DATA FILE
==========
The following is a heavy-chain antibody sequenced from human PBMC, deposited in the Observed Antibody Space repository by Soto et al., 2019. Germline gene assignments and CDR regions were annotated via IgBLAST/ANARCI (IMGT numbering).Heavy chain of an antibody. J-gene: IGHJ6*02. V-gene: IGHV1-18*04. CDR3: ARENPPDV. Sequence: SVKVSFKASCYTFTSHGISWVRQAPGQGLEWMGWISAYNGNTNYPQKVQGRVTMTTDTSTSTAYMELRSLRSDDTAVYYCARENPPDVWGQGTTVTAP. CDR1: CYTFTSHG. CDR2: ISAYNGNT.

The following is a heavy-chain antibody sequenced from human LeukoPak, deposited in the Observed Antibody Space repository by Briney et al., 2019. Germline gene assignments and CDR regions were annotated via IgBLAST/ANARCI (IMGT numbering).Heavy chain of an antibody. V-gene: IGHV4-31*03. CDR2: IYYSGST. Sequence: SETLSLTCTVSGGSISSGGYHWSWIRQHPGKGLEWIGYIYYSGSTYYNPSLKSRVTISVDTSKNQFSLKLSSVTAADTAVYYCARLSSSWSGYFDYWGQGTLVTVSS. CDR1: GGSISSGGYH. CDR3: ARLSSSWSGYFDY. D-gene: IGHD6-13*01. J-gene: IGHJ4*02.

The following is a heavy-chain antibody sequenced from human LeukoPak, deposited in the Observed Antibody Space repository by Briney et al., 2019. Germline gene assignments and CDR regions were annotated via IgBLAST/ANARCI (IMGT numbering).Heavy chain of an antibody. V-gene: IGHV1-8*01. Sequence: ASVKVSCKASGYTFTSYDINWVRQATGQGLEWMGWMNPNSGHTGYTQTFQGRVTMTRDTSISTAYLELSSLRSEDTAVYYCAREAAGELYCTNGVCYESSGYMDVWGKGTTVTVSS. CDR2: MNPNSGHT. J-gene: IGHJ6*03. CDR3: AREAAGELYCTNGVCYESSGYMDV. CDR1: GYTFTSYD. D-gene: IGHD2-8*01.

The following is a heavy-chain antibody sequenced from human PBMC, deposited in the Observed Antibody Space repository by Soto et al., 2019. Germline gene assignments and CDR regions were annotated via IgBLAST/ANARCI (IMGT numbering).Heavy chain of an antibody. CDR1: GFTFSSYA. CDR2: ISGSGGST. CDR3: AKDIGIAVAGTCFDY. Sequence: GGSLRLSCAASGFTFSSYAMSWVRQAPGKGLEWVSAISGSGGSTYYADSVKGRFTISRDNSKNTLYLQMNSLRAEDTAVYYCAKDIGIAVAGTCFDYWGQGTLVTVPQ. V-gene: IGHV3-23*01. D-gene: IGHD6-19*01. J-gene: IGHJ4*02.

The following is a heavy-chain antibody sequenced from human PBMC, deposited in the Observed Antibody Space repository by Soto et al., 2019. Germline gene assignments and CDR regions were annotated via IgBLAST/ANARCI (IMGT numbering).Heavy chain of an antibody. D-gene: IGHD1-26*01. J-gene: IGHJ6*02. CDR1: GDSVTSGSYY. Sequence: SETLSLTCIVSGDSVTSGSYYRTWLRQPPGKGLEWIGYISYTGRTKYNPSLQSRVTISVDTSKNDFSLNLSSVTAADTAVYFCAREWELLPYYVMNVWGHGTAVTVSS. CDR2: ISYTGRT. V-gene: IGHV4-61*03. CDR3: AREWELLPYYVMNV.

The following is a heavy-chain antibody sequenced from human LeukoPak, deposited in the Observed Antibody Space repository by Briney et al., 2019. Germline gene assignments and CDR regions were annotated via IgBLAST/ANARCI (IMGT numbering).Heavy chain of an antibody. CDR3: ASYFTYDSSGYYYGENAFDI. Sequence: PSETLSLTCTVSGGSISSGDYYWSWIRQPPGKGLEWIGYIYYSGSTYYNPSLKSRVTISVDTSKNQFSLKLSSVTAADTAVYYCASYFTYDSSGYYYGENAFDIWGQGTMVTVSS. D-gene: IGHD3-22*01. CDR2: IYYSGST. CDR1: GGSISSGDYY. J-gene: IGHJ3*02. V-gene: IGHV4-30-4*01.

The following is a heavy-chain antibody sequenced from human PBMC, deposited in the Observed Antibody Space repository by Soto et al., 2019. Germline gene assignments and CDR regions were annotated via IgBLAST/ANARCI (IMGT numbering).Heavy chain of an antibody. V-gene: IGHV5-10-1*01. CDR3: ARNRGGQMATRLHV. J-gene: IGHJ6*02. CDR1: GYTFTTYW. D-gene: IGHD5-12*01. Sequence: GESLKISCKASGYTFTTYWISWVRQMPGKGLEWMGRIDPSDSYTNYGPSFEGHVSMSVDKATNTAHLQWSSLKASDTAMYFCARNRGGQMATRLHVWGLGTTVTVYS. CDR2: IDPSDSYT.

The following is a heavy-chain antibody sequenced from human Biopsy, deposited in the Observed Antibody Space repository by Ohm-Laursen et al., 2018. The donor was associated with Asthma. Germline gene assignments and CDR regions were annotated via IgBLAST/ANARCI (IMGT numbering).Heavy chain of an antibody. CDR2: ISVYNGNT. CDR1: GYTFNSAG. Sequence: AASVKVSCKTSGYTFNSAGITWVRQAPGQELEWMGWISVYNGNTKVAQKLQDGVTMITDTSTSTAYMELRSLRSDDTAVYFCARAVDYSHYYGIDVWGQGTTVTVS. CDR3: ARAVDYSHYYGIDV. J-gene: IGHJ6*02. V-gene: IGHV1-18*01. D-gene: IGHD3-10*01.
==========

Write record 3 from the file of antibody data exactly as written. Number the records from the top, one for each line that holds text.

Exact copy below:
The following is a heavy-chain antibody sequenced from human LeukoPak, deposited in the Observed Antibody Space repository by Briney et al., 2019. Germline gene assignments and CDR regions were annotated via IgBLAST/ANARCI (IMGT numbering).Heavy chain of an antibody. V-gene: IGHV1-8*01. Sequence: ASVKVSCKASGYTFTSYDINWVRQATGQGLEWMGWMNPNSGHTGYTQTFQGRVTMTRDTSISTAYLELSSLRSEDTAVYYCAREAAGELYCTNGVCYESSGYMDVWGKGTTVTVSS. CDR2: MNPNSGHT. J-gene: IGHJ6*03. CDR3: AREAAGELYCTNGVCYESSGYMDV. CDR1: GYTFTSYD. D-gene: IGHD2-8*01.